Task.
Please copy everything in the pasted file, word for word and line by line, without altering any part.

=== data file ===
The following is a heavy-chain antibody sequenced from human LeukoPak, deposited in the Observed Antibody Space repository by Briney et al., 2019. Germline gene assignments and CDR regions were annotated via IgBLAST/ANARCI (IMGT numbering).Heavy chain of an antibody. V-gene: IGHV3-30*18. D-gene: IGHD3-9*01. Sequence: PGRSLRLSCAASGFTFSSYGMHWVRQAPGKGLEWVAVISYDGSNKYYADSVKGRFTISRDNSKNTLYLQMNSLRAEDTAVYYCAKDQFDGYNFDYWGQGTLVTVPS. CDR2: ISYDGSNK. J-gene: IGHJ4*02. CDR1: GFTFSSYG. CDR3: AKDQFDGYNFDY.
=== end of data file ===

The following is a heavy-chain antibody sequenced from human LeukoPak, deposited in the Observed Antibody Space repository by Briney et al., 2019. Germline gene assignments and CDR regions were annotated via IgBLAST/ANARCI (IMGT numbering).Heavy chain of an antibody. V-gene: IGHV3-30*18. D-gene: IGHD3-9*01. Sequence: PGRSLRLSCAASGFTFSSYGMHWVRQAPGKGLEWVAVISYDGSNKYYADSVKGRFTISRDNSKNTLYLQMNSLRAEDTAVYYCAKDQFDGYNFDYWGQGTLVTVPS. CDR2: ISYDGSNK. J-gene: IGHJ4*02. CDR1: GFTFSSYG. CDR3: AKDQFDGYNFDY.